“We’re sorry…” CEO Toronto Hospital for Sick Children
Terrible story, folks, out of the Hospital for Sick Children. Sick Kids apologizes for drug-test failings.
Flaws in the Motherisk laboratory’s hair-strand drug and alcohol testing process might have caused some parents to lose custody of their children. Other parents might face unjust criminal convictions.
Children’s Aid Societies use the results of such tests to make decisions on custody and so on. After months of denial and deflection, the hospital has finally accepted responsibility and apologized.
Cold comfort to the victims, though. How many lives have been damaged?
As always, there are learning points. What are possible causes of this laboratory disasters?
- Poor overall layouts result in chaotic work pathways, which increase contamination risk
- Work Area Layout – are all the items technicians needs to do their work within easy reach, or do they have hunt and peck?
5S & Visual Management
- Are reagents, equipment, slides and the rest easy to find? Is it easy to tell, ‘what is it?’, ‘where is it?’ and ‘how many?’
All of these increase contamination risk.
- Are there simple, visual standards for the lab’s core ‘recipes’?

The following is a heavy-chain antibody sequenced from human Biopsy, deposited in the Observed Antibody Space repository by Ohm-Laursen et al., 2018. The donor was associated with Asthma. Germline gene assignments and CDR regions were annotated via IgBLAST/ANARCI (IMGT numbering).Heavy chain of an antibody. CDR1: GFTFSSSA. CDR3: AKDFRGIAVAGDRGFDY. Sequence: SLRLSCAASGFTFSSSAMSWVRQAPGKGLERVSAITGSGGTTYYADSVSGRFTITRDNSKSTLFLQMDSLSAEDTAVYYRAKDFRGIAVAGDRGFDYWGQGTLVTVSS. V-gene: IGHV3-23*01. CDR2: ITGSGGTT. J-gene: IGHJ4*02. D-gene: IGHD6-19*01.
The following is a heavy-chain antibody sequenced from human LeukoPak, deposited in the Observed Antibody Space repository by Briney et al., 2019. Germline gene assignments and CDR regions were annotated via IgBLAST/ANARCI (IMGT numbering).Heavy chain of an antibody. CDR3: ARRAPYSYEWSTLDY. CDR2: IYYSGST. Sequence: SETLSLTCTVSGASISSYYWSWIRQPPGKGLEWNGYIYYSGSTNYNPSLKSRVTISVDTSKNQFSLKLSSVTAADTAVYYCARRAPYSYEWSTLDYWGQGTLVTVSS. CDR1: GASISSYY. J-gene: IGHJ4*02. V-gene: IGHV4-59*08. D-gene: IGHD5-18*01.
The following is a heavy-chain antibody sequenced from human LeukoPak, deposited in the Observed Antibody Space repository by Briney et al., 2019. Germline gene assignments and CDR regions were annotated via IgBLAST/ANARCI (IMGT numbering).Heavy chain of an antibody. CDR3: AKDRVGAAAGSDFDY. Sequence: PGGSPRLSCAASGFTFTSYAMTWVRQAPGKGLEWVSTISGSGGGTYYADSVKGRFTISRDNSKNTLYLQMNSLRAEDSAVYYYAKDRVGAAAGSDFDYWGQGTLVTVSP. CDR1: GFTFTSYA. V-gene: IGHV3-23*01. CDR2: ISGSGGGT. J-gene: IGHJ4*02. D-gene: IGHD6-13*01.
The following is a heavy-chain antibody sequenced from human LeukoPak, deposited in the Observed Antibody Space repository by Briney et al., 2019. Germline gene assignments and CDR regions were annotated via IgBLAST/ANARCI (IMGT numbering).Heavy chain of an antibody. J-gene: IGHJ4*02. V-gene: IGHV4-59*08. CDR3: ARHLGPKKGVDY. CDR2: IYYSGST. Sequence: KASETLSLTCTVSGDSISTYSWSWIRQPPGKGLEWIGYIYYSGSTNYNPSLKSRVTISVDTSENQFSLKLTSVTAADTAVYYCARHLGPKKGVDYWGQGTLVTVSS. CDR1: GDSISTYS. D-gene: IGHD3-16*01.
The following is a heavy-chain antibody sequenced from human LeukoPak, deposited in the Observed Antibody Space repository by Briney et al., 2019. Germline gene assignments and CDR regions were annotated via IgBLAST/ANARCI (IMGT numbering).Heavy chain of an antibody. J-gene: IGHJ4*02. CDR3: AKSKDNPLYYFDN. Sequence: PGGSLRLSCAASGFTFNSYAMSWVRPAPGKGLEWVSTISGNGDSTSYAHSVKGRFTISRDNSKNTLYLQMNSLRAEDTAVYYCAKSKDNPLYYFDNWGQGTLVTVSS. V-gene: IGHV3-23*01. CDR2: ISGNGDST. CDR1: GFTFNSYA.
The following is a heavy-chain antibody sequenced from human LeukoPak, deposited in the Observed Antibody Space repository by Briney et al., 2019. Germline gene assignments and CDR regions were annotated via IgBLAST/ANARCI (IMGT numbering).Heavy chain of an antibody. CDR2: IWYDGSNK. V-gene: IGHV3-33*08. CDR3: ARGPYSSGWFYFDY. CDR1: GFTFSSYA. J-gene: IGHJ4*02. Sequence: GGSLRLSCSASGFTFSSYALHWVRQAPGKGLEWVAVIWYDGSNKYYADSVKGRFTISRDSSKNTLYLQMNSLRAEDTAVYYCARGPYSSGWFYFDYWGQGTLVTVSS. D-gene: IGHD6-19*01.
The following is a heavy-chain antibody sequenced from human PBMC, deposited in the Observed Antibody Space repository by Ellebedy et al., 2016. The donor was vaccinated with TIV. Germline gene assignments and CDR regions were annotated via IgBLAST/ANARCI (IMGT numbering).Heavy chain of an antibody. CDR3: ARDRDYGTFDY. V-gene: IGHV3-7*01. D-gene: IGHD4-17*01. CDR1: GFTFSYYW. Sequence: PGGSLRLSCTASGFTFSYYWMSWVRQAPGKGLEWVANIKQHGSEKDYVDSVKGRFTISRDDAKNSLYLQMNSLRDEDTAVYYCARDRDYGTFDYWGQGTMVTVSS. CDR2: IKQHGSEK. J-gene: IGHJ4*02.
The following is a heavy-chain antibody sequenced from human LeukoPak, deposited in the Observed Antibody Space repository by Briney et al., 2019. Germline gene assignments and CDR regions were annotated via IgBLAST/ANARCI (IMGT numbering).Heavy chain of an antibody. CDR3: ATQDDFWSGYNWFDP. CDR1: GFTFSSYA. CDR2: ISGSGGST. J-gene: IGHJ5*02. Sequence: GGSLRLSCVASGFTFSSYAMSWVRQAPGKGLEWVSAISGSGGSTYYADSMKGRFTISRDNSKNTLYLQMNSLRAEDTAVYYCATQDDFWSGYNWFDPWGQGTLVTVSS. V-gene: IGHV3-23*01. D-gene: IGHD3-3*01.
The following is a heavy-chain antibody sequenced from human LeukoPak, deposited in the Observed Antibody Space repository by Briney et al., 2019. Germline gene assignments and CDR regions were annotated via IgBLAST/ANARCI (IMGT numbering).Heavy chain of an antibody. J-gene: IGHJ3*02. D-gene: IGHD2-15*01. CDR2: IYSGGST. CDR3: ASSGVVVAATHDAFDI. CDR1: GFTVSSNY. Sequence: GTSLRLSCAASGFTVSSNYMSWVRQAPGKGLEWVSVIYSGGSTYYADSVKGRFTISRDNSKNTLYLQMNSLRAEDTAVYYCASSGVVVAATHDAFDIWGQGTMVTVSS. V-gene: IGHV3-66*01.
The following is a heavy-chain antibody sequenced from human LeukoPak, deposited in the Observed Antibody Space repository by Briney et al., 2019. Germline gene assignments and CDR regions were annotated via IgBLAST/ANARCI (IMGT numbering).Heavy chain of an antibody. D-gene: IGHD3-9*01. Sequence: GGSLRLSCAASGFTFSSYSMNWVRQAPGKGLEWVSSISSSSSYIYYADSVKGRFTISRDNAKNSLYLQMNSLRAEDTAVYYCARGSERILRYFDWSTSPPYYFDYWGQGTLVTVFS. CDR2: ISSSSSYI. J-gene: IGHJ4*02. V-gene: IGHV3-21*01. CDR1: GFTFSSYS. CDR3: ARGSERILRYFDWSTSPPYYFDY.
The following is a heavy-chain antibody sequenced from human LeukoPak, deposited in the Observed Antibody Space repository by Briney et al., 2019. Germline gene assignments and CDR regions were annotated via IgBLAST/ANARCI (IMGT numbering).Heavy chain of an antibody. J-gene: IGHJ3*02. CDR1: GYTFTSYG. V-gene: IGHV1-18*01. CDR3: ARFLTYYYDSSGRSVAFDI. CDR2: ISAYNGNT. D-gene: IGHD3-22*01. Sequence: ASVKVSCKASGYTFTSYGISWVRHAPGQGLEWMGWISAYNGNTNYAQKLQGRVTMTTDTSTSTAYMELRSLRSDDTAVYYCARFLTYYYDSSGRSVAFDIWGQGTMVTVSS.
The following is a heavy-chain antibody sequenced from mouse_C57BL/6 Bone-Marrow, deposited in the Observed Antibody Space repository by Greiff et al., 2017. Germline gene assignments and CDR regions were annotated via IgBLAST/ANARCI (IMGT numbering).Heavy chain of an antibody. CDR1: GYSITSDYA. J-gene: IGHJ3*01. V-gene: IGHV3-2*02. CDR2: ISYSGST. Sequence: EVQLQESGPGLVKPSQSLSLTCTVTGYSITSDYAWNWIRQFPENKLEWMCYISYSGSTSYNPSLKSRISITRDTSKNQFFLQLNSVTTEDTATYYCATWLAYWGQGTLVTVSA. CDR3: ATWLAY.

- Are standards checked and updated regularly, and ‘owned’ by team members?
Team Member Training Process?
- Are lab team members trained in core standards using robust methods (e.g. TWI)?
- Are team members cross-trained to build capability and ensure requisite skills are in abundance
- Does the hospital’s management system include daily stand up meetings in front of team boards wherein team members are encouraged to make problems visible?
Team Member Involvement and Problem Solving?
- Are team members trained in fundamentals like standardized work, visual management, and problem solving?
- Do leaders at all levels actively support total involvement and daily problem solving?
- Does the Human Resources system support and promote such leaders?
Hard questions, all.
My heart goes out to the victims.